From a new president to new Xboxes
Good morning! This Sunday, here's the best of Protocol (and the internet) from the week that was, from a few last reads on election week to the state of the right-to-repair movement.
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As always, let me know what you think, and what you'd like to see more of in our weekend edition. I'm email@example.com, or you can just reply to this email. Thanks! Onto the good stuff.
Biden's victory was just what tech wanted. Now what? By Issie Lapowsky
Don't declare premature victory on Big Tech's election work just yet, by Issie Lapowsky
Facebook and Twitter are finally calling out election misinformation. Is it working? by Emily Birnbaum and Issie Lapowsky
The complicated reality of Ant's stalled IPO, by Shakeel Hashim
Inside the closed-door campaigns to rewrite California privacy law, again, by Issie Lapowsky
Register today for the inaugural City Possible Summit, pioneered by Mastercard. Join us for a discussion on the people centric path to inclusive communities from November 10th - 13th.
How viral videos helped blast voting lies across the web — The Washington Post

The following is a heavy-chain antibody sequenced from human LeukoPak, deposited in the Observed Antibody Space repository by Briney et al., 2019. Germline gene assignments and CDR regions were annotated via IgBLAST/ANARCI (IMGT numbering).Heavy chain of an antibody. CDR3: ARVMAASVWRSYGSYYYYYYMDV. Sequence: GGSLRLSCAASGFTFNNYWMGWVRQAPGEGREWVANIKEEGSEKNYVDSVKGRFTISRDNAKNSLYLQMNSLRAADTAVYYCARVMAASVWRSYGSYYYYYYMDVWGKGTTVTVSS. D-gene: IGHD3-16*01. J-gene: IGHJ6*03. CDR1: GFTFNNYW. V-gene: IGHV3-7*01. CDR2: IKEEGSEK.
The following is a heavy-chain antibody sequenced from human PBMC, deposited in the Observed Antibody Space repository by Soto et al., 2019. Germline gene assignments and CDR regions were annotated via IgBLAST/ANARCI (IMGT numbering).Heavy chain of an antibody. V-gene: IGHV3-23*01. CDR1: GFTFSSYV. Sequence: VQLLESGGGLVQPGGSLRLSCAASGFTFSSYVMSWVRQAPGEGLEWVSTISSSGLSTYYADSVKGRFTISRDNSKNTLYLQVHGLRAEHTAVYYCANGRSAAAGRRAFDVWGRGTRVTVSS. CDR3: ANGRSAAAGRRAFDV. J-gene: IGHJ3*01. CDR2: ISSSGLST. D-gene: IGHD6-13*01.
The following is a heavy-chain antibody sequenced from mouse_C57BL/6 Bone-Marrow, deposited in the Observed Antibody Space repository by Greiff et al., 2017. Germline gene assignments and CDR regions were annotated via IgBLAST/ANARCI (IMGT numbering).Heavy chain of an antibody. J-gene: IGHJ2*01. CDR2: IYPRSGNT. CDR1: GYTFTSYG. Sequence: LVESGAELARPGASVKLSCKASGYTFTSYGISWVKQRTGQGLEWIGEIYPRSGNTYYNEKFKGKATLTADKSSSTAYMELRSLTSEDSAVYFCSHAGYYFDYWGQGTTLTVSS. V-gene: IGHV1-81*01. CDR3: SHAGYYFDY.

Raspberry Pi 400: the $70 desktop PC — Raspberry Pi
Xbox Series X review: Boring is better – Polygon
Kyle Wiens had a pretty good week. Wiens, the CEO of iFixit and one of the leaders of America's right-to-repair movement, was thrilled to see a ballot measure pass in Massachusetts that will force car makers to make more diagnostics and information available to car owners and third-party repair professionals. It was a hugely expensive fight, but ultimately not a very close one. And Wiens thinks it could be the start of something big for tech repairability in general.
He came on this week's Source Code Podcast to talk about the history of the right-to-repair fight, what happened in Massachusetts this week, and what a rule about cars might mean for the rest of the tech industry. As always, he also told us about a few of the things he's into right now.
Find out how cities will reimagine what growth means for everyone in today's digital economy. Mastercard's experts weigh in on the future of cities.
Today's Source Code was written by David Pierce. Thoughts, questions, tips? Send them to firstname.lastname@example.org, or our tips line, email@example.com. Enjoy your day, see you tomorrow.